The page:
Shakespeare’s characters and stories played an important role in his own time when a new system of mercantile economy was developing out of geographical discoveries, and Common Law was trying to keep pace with current debates and regulations aimed at facilitating commerce. It is not surprising that economic themes, motifs and language rank high among the pressing cultural concerns to which Shakespeare gave shape in his works. This rapid, dramatic rise to prominence of economic questions is reflected in the pervasive monetary subtext of Shakespeare’s language and the baffling ubiquitousness of economic metaphors in his plays and poems.
Today, globalization has contributed to move to the foreground the intercultural dimension to the reproduction and consumption of Shakespeare, a process that is clearly registered in the growing relevance taken on by the ‘new’ economic criticism and the new writings of his uniquely cosmopolitan afterlife.
Biografia degli autori
Carla DenteCarla Dente is professor of English Literature at the University of Pisa, where she has also held the chair of History of English Theatre and Drama for many academic terms. She has been one the founders and the fi rst President of IASEMS – Italian Association of Shakespearean and Early Modern Studies. Her research interests mainly focus on early modern theatre and culture, with occasional incursions into the theatrical history of other periods (especially contemporary theatre) and into other literary genres, especially fi ction (Iris Murdoch and Patrick White). Shakespearian theatre and its reception have been the subject of many recent volumes, such as Dibattito sul teatro (ETS 2006); Crossing Time and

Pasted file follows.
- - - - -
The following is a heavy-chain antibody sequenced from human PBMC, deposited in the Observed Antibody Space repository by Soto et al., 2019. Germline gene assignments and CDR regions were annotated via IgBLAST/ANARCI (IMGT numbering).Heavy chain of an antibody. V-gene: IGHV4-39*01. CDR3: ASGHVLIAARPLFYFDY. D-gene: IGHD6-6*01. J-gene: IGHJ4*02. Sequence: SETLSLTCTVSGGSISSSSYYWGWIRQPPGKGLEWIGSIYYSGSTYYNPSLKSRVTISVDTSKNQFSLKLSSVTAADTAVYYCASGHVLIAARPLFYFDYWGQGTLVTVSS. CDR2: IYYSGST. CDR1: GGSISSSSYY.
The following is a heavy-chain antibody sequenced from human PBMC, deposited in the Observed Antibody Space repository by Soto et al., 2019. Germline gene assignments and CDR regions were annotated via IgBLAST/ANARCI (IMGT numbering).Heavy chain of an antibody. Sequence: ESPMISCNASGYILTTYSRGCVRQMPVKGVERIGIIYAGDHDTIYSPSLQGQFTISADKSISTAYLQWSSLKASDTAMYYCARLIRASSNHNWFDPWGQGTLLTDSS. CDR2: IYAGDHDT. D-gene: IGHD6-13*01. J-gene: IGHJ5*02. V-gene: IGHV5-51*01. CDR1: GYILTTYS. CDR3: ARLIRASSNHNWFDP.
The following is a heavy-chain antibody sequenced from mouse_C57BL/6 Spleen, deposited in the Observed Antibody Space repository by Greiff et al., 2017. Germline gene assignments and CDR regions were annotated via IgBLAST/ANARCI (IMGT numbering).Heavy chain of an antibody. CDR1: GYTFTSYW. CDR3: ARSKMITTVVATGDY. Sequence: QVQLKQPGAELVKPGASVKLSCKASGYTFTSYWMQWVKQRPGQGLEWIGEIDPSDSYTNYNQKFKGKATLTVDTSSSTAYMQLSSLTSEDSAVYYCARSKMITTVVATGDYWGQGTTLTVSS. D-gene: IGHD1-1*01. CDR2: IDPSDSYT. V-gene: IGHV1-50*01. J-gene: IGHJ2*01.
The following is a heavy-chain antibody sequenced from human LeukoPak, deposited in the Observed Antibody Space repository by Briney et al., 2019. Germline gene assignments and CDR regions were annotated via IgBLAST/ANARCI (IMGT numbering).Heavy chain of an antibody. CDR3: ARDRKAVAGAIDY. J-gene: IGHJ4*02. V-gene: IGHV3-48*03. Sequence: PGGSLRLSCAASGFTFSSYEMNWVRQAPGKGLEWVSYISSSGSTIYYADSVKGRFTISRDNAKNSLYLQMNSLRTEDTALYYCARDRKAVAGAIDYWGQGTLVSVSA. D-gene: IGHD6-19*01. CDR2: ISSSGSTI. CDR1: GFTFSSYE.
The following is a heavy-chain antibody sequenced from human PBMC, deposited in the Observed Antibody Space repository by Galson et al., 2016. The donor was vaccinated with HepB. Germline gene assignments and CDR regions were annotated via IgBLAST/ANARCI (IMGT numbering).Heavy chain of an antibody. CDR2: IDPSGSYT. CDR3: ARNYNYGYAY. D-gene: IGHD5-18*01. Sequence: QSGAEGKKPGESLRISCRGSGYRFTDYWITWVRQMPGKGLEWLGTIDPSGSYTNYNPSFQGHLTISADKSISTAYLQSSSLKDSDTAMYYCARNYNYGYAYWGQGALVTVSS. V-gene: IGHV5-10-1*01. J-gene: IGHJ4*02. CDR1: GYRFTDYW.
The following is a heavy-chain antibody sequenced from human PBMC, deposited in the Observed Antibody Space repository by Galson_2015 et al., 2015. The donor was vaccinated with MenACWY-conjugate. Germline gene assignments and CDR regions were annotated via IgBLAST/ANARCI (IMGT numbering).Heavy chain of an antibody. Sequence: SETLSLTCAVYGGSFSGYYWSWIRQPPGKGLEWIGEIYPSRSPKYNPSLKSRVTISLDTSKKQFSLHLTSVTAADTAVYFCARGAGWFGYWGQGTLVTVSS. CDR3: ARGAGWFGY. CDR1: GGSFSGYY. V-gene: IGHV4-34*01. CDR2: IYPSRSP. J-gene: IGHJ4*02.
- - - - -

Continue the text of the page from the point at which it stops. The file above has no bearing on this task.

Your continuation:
Space. Translations in present-day Europe (PLUS 2008), edited with Sara Soncini, Shakespeare and Confl ict. A European Perspective (Palgrave 2013), with Soncini again, and Off stage and Onstage Liminal Forms of Theatre and Their Enactments in Early Modern English Drama to the Licensing Act, with Jesús Tronch (ETS 2015). She has published extensively on Shakespearian plays (MV, CoE, Ham.) often following Law and Lit. perspectives and sometimes focusing on their Italian reception (Pirandello and Camilleri).